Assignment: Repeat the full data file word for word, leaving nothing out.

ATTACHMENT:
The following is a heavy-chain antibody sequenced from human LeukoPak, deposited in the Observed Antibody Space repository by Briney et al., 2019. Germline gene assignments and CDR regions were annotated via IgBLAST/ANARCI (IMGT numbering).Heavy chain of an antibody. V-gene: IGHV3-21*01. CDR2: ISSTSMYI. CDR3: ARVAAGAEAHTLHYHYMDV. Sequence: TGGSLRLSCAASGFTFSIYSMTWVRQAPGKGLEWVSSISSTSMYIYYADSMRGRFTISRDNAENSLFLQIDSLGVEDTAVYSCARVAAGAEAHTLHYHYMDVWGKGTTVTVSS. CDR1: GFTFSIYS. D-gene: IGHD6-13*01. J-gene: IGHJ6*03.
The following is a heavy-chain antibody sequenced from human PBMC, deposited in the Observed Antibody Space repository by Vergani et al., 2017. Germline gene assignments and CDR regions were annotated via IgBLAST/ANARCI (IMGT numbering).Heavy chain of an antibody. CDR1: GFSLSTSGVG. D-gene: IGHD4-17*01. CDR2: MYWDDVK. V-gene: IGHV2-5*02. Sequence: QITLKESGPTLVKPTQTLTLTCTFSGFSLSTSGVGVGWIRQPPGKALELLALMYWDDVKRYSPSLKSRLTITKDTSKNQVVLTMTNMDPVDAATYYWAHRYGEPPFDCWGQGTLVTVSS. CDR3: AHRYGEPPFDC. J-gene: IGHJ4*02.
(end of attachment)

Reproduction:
The following is a heavy-chain antibody sequenced from human LeukoPak, deposited in the Observed Antibody Space repository by Briney et al., 2019. Germline gene assignments and CDR regions were annotated via IgBLAST/ANARCI (IMGT numbering).Heavy chain of an antibody. V-gene: IGHV3-21*01. CDR2: ISSTSMYI. CDR3: ARVAAGAEAHTLHYHYMDV. Sequence: TGGSLRLSCAASGFTFSIYSMTWVRQAPGKGLEWVSSISSTSMYIYYADSMRGRFTISRDNAENSLFLQIDSLGVEDTAVYSCARVAAGAEAHTLHYHYMDVWGKGTTVTVSS. CDR1: GFTFSIYS. D-gene: IGHD6-13*01. J-gene: IGHJ6*03.
The following is a heavy-chain antibody sequenced from human PBMC, deposited in the Observed Antibody Space repository by Vergani et al., 2017. Germline gene assignments and CDR regions were annotated via IgBLAST/ANARCI (IMGT numbering).Heavy chain of an antibody. CDR1: GFSLSTSGVG. D-gene: IGHD4-17*01. CDR2: MYWDDVK. V-gene: IGHV2-5*02. Sequence: QITLKESGPTLVKPTQTLTLTCTFSGFSLSTSGVGVGWIRQPPGKALELLALMYWDDVKRYSPSLKSRLTITKDTSKNQVVLTMTNMDPVDAATYYWAHRYGEPPFDCWGQGTLVTVSS. CDR3: AHRYGEPPFDC. J-gene: IGHJ4*02.